So, with this flavor suggestion in my mind, I began ruminating on the simple and classic peanut butter drop cookie… with a twist. How would a substitution of tahini express itself in that cookie? What spices would work best to not overpower but sweetly accent the nuttiness and natural sweetness of the tahini? Had anyone ever made Tahini Cookies before? I consulted Yotam Ottolenghi’s new cookbook “Jerusalem” and of course, it featured a recipe for Tahini Cookies. He spoke in the headnotes about the rage of popularity several years ago for these cookies in his home country. As I scanned the recipe, it looked like it would bake up a cookie that could be a fan favorite in the U.S. too, but didn’t have that precise drop cookie profile I was looking for. So, I turned to a friend and fellow Food Blogger Bake Sale planner’s blog, thinking “the baker next door” would surely have a suggestion and steer me in the right direction. Her recipe lay the foundation for my adaptations.
Things to know about the Tahini Butter Cookies: they can easily be made on a Monday night after work. They will be the first cookies to be eaten up even when a chocolate cookie is also on the plate. Most people after tasting them ask what’s inside and are agog at the word Tahini. They make great homemade gifts. While you’re at it, toss some into a freezer bag for some holiday spirit in January.
Special thanks to the cookies I received in the swap – to Diana of The Dreamery for her Mexican Hot Cocoa Cookies, to Aaron of The Hungry Hutch for his Brown Sugar Shortbread and to Kari of Kari’s Kitchen for her Brown Butter Pecan Sandies. Let’s just say we made short work of your offerings.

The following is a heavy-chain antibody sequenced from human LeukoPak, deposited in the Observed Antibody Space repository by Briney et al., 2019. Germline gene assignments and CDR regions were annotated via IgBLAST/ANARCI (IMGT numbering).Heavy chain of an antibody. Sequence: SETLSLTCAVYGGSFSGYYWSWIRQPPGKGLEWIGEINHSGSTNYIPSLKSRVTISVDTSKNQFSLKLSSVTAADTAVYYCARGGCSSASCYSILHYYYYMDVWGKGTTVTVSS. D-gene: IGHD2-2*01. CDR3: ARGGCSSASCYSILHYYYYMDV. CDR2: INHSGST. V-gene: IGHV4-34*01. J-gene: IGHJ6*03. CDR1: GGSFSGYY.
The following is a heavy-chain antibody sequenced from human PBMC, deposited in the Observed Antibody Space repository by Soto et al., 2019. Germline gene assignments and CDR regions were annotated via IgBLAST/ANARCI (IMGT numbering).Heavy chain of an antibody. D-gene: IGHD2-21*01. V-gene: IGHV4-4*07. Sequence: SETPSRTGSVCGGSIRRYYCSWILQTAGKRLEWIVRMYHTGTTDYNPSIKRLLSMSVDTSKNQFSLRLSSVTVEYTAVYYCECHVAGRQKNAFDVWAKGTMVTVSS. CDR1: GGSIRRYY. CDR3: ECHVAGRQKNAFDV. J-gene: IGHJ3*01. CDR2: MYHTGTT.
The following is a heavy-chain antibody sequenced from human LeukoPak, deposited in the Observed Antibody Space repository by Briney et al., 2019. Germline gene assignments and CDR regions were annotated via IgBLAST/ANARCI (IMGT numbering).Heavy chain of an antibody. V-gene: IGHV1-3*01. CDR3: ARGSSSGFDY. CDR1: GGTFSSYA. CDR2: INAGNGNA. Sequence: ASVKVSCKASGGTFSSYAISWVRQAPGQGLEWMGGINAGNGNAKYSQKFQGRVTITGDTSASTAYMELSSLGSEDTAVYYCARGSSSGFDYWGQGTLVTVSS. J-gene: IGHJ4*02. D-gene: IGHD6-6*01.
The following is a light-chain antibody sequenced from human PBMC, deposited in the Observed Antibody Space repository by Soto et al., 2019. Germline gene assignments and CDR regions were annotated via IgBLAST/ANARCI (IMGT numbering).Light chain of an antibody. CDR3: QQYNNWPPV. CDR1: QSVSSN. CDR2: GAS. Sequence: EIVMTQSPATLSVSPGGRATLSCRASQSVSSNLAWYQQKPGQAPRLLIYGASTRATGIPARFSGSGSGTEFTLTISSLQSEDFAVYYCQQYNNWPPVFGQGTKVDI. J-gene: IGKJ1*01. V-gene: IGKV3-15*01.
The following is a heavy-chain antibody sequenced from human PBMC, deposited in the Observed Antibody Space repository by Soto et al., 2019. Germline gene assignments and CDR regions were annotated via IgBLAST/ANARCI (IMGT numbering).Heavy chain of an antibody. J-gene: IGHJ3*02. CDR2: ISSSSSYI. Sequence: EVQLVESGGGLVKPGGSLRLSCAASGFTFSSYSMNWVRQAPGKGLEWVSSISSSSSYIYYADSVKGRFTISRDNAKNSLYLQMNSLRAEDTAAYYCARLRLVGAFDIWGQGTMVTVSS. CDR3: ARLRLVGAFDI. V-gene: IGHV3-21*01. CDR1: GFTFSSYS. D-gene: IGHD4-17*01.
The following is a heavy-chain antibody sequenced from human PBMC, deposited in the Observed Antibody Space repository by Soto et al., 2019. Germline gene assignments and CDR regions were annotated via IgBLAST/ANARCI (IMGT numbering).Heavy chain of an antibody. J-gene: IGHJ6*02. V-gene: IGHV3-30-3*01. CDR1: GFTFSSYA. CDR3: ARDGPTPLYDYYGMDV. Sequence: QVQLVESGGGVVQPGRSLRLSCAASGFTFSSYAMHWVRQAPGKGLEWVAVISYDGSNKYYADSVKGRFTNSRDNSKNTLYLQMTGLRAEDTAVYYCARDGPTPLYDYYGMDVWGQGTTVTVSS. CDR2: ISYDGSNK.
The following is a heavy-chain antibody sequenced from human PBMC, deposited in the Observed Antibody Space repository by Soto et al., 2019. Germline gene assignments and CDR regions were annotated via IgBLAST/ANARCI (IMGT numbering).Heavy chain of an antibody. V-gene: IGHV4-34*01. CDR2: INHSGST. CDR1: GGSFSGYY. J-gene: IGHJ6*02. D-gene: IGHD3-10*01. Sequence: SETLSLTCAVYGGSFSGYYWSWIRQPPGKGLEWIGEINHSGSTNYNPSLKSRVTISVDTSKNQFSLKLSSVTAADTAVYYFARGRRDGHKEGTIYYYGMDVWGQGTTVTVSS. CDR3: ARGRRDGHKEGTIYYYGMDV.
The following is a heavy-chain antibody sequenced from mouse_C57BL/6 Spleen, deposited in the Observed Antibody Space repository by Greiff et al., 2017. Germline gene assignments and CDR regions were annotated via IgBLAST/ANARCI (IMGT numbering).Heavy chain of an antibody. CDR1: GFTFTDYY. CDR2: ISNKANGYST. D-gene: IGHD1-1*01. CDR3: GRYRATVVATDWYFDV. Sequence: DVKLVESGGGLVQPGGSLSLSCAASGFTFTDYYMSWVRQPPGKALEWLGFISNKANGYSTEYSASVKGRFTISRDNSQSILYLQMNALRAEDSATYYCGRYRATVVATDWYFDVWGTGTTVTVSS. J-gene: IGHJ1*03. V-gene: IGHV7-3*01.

Tahini Butter Cookies
So, I’m going to admit I can be a bit of a revisionist, but then we all give into those tendencies on occasions, right? I think of Goya promptly “borrowing” paintings from their patrons to fix a little something and never giving them back. The Maldon salt below is optional, which is to say mandatory (unless you are watching your sodium). That tiny hit of salt really brings out the deep nuttiness of the sesame seed butter. Also, I have played with adding 1 teaspoon and 1/2 teaspoon. If you like more of a cinnamon flavor, opt for the full teaspoon, but if you want to really go for the sesame gusto, stick with 1/2 teaspoon and that playful fleck of Maldon. You might want to kiss this cook.
Makes about 2 dozen
1 1/4 cup flour
1/2 teaspoon baking soda
1/4 teaspoon ground cardamom or cinnamon (optional)
1/4 teaspoon kosher salt
1 (8 ounce) stick unsalted butter
3/4 cup tahini
1/2 cup packed brown sugar
1/2 cup granulated sugar
1 large egg
1/2 teaspoon vanilla extract
Sesame seeds, optional
Maldon flaky sea salt, optional (garnish)
Preheat oven to 350°F and position rack to the middle of the oven.
In a bowl, whisk together flour, baking soda, cardamom or cinnamon (if using), and salt.
Beat butter, tahini and sugars until smooth, about 2 minutes. Mix in egg and vanilla until combined. Dump in dry ingredients. Pulse or mix on low until just combined.
With a tablespoon, scoop out dough. Using fork tines, press each dough ball for a grid pattern. Sprinkle sesame seeds and flaky sea salt on top.
Bake for 11 minutes or until golden brown. Cool for three minutes on the sheetpan. Transfer cookies to a wire rack to cool completely.